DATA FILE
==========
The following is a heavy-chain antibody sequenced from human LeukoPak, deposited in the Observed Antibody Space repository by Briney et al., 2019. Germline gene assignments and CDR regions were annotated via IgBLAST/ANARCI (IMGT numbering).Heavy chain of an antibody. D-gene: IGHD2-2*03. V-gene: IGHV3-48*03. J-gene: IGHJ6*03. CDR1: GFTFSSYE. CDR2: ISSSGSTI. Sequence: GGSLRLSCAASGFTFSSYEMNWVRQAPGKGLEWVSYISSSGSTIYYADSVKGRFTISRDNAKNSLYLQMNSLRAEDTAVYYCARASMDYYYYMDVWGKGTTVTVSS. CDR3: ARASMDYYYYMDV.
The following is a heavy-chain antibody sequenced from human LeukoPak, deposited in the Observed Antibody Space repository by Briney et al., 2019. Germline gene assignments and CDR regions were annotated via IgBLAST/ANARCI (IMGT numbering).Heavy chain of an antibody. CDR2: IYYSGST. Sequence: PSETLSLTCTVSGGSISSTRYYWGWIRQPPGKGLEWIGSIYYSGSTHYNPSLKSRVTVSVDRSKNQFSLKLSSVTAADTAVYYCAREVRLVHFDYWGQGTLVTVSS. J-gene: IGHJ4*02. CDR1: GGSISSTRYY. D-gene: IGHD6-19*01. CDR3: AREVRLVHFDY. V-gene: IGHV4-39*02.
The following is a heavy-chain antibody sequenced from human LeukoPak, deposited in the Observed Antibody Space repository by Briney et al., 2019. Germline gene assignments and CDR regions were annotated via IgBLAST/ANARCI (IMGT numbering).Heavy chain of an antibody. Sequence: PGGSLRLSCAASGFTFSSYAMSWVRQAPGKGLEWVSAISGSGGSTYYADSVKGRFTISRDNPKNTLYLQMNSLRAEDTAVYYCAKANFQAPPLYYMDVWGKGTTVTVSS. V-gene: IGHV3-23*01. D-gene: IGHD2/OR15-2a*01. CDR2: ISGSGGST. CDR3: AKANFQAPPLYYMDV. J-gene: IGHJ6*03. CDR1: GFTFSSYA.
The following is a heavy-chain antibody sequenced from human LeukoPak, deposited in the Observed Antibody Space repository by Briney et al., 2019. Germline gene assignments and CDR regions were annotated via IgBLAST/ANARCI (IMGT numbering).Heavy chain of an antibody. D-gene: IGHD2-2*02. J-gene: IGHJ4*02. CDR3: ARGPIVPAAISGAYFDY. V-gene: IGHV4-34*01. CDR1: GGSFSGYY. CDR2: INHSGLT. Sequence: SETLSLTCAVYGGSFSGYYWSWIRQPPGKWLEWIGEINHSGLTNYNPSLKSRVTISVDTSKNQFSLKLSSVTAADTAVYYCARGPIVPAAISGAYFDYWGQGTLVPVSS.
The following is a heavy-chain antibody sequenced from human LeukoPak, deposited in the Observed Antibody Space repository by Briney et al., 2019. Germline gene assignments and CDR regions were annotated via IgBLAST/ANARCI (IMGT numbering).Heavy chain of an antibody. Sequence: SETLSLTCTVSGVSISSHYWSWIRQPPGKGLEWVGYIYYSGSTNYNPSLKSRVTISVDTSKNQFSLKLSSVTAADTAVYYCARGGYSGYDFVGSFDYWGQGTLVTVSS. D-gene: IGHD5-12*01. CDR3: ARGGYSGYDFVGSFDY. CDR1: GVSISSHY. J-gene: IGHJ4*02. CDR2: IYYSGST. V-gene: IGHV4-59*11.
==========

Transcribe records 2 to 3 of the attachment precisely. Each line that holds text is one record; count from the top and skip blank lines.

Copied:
The following is a heavy-chain antibody sequenced from human LeukoPak, deposited in the Observed Antibody Space repository by Briney et al., 2019. Germline gene assignments and CDR regions were annotated via IgBLAST/ANARCI (IMGT numbering).Heavy chain of an antibody. CDR2: IYYSGST. Sequence: PSETLSLTCTVSGGSISSTRYYWGWIRQPPGKGLEWIGSIYYSGSTHYNPSLKSRVTVSVDRSKNQFSLKLSSVTAADTAVYYCAREVRLVHFDYWGQGTLVTVSS. J-gene: IGHJ4*02. CDR1: GGSISSTRYY. D-gene: IGHD6-19*01. CDR3: AREVRLVHFDY. V-gene: IGHV4-39*02.
The following is a heavy-chain antibody sequenced from human LeukoPak, deposited in the Observed Antibody Space repository by Briney et al., 2019. Germline gene assignments and CDR regions were annotated via IgBLAST/ANARCI (IMGT numbering).Heavy chain of an antibody. Sequence: PGGSLRLSCAASGFTFSSYAMSWVRQAPGKGLEWVSAISGSGGSTYYADSVKGRFTISRDNPKNTLYLQMNSLRAEDTAVYYCAKANFQAPPLYYMDVWGKGTTVTVSS. V-gene: IGHV3-23*01. D-gene: IGHD2/OR15-2a*01. CDR2: ISGSGGST. CDR3: AKANFQAPPLYYMDV. J-gene: IGHJ6*03. CDR1: GFTFSSYA.